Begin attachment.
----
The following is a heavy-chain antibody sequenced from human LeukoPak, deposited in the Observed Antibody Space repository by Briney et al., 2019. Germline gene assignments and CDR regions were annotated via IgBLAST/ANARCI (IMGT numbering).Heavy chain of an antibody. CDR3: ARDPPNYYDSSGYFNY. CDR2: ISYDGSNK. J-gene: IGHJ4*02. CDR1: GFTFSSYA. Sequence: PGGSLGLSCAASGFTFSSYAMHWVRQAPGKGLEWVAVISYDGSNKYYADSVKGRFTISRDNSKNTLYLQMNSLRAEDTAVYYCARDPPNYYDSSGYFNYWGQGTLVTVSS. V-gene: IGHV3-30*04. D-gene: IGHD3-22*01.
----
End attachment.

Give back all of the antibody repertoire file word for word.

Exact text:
The following is a heavy-chain antibody sequenced from human LeukoPak, deposited in the Observed Antibody Space repository by Briney et al., 2019. Germline gene assignments and CDR regions were annotated via IgBLAST/ANARCI (IMGT numbering).Heavy chain of an antibody. CDR3: ARDPPNYYDSSGYFNY. CDR2: ISYDGSNK. J-gene: IGHJ4*02. CDR1: GFTFSSYA. Sequence: PGGSLGLSCAASGFTFSSYAMHWVRQAPGKGLEWVAVISYDGSNKYYADSVKGRFTISRDNSKNTLYLQMNSLRAEDTAVYYCARDPPNYYDSSGYFNYWGQGTLVTVSS. V-gene: IGHV3-30*04. D-gene: IGHD3-22*01.